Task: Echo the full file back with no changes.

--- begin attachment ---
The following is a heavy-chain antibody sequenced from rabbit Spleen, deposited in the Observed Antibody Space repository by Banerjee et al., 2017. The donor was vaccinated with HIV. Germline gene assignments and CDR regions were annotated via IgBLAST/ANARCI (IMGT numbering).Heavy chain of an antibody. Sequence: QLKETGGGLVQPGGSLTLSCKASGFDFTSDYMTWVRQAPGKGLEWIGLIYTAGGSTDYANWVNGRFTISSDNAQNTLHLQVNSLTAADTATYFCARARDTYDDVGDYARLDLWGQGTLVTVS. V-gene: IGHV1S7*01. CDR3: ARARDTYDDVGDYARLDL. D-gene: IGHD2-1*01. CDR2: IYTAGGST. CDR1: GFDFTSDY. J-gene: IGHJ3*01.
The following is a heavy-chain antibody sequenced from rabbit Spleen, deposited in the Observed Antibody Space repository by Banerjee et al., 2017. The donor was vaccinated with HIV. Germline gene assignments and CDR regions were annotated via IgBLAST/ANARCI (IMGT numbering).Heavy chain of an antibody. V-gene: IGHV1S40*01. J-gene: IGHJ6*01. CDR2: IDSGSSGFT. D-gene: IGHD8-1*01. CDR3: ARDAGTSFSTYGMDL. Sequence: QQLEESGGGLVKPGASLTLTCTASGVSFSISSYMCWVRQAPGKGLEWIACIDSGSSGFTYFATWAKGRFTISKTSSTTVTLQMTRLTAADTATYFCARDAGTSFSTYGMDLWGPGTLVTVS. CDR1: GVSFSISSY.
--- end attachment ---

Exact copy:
The following is a heavy-chain antibody sequenced from rabbit Spleen, deposited in the Observed Antibody Space repository by Banerjee et al., 2017. The donor was vaccinated with HIV. Germline gene assignments and CDR regions were annotated via IgBLAST/ANARCI (IMGT numbering).Heavy chain of an antibody. Sequence: QLKETGGGLVQPGGSLTLSCKASGFDFTSDYMTWVRQAPGKGLEWIGLIYTAGGSTDYANWVNGRFTISSDNAQNTLHLQVNSLTAADTATYFCARARDTYDDVGDYARLDLWGQGTLVTVS. V-gene: IGHV1S7*01. CDR3: ARARDTYDDVGDYARLDL. D-gene: IGHD2-1*01. CDR2: IYTAGGST. CDR1: GFDFTSDY. J-gene: IGHJ3*01.
The following is a heavy-chain antibody sequenced from rabbit Spleen, deposited in the Observed Antibody Space repository by Banerjee et al., 2017. The donor was vaccinated with HIV. Germline gene assignments and CDR regions were annotated via IgBLAST/ANARCI (IMGT numbering).Heavy chain of an antibody. V-gene: IGHV1S40*01. J-gene: IGHJ6*01. CDR2: IDSGSSGFT. D-gene: IGHD8-1*01. CDR3: ARDAGTSFSTYGMDL. Sequence: QQLEESGGGLVKPGASLTLTCTASGVSFSISSYMCWVRQAPGKGLEWIACIDSGSSGFTYFATWAKGRFTISKTSSTTVTLQMTRLTAADTATYFCARDAGTSFSTYGMDLWGPGTLVTVS. CDR1: GVSFSISSY.